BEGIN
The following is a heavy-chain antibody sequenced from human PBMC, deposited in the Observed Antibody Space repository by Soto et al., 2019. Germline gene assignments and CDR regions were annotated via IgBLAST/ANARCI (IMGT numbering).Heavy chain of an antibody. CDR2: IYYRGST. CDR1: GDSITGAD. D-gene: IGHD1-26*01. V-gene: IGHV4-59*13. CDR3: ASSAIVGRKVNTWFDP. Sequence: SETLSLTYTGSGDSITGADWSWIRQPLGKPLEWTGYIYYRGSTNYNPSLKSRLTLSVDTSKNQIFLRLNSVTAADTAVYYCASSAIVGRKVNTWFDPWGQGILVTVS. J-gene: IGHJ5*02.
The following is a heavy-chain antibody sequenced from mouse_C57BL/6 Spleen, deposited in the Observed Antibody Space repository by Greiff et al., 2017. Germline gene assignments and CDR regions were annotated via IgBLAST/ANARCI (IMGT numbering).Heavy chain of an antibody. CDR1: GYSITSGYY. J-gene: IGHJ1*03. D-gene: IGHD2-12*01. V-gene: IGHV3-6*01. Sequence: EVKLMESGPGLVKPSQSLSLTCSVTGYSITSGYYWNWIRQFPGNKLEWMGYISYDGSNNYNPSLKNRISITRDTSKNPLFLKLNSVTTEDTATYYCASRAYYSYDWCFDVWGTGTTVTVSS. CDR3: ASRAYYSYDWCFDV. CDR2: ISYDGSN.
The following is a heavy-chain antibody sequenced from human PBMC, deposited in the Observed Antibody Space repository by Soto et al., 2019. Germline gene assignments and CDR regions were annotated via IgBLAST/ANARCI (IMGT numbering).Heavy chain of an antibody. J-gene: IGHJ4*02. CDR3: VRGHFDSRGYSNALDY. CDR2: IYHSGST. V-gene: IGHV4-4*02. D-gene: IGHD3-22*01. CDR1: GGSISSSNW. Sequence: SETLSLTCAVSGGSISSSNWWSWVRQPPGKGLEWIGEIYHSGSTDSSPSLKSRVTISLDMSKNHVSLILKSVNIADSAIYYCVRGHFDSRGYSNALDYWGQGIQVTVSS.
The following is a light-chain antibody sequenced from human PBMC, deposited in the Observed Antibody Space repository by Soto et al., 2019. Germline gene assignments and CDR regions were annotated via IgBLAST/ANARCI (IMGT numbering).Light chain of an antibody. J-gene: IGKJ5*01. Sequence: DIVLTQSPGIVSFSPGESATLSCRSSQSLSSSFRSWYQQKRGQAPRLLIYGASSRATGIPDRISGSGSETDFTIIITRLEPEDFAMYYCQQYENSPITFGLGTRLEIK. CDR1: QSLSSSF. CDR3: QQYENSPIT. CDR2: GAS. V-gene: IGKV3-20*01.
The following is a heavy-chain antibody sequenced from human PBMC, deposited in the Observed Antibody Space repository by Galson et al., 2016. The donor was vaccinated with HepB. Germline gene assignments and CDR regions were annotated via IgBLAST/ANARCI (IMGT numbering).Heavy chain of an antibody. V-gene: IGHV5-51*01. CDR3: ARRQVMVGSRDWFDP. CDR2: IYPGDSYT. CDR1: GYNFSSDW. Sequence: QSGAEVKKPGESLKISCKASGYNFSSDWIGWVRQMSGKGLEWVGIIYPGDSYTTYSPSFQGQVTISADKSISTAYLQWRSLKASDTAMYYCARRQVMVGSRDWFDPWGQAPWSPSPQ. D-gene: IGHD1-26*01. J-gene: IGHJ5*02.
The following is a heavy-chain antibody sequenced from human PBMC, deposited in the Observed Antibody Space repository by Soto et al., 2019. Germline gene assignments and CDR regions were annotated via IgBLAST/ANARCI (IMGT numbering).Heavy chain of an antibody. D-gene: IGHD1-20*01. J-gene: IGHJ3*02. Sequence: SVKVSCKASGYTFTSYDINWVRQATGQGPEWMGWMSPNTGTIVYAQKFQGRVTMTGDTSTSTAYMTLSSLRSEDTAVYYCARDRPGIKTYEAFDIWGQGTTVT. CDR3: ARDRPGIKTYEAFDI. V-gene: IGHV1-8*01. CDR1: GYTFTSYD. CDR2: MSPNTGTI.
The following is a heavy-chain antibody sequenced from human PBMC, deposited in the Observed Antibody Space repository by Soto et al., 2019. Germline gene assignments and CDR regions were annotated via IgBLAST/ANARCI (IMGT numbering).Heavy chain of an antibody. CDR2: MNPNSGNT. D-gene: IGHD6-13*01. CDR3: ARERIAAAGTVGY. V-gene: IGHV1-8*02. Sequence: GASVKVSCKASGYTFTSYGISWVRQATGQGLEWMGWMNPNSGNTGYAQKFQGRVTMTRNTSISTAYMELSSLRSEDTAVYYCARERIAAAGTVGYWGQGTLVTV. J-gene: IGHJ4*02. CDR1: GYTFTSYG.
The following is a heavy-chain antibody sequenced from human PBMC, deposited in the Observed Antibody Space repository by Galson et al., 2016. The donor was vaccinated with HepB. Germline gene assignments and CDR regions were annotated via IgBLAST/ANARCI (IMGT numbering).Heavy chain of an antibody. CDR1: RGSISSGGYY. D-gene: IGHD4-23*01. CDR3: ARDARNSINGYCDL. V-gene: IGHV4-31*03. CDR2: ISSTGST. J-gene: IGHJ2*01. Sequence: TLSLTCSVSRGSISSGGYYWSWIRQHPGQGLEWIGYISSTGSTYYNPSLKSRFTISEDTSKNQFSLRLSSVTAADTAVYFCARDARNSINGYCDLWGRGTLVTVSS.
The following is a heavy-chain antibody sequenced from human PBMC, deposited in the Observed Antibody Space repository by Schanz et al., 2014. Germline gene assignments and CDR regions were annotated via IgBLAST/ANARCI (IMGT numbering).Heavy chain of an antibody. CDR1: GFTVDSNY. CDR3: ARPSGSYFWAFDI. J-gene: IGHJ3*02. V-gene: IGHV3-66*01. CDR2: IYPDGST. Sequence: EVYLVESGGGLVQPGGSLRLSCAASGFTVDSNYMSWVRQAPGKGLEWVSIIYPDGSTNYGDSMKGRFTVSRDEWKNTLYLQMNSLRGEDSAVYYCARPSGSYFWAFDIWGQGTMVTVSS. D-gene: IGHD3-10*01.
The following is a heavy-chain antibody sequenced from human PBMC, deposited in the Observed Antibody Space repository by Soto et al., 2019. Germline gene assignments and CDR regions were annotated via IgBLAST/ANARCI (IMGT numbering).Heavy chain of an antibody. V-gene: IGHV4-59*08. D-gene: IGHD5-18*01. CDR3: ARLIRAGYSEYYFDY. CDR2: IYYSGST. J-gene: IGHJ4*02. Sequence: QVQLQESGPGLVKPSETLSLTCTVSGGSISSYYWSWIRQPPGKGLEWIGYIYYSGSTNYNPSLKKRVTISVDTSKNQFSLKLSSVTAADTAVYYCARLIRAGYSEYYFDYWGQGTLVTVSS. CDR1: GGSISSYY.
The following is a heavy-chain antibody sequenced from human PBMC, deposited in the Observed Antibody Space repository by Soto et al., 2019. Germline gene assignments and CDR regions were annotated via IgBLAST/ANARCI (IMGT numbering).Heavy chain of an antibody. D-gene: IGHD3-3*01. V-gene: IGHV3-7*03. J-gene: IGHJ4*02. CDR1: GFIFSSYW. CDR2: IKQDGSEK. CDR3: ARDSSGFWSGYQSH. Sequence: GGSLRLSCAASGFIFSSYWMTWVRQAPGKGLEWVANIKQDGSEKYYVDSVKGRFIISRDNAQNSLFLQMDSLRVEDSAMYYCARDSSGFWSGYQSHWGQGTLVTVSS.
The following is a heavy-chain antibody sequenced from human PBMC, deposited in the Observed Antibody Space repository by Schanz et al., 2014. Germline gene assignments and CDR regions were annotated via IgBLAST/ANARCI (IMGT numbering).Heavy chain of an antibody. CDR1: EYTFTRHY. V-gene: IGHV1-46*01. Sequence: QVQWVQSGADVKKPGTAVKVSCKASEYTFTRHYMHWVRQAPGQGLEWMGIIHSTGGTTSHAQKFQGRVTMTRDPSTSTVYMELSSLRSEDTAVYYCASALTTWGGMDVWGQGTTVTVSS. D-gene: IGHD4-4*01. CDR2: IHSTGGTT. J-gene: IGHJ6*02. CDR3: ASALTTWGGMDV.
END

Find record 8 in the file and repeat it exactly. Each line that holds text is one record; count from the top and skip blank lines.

The following is a heavy-chain antibody sequenced from human PBMC, deposited in the Observed Antibody Space repository by Galson et al., 2016. The donor was vaccinated with HepB. Germline gene assignments and CDR regions were annotated via IgBLAST/ANARCI (IMGT numbering).Heavy chain of an antibody. CDR1: RGSISSGGYY. D-gene: IGHD4-23*01. CDR3: ARDARNSINGYCDL. V-gene: IGHV4-31*03. CDR2: ISSTGST. J-gene: IGHJ2*01. Sequence: TLSLTCSVSRGSISSGGYYWSWIRQHPGQGLEWIGYISSTGSTYYNPSLKSRFTISEDTSKNQFSLRLSSVTAADTAVYFCARDARNSINGYCDLWGRGTLVTVSS.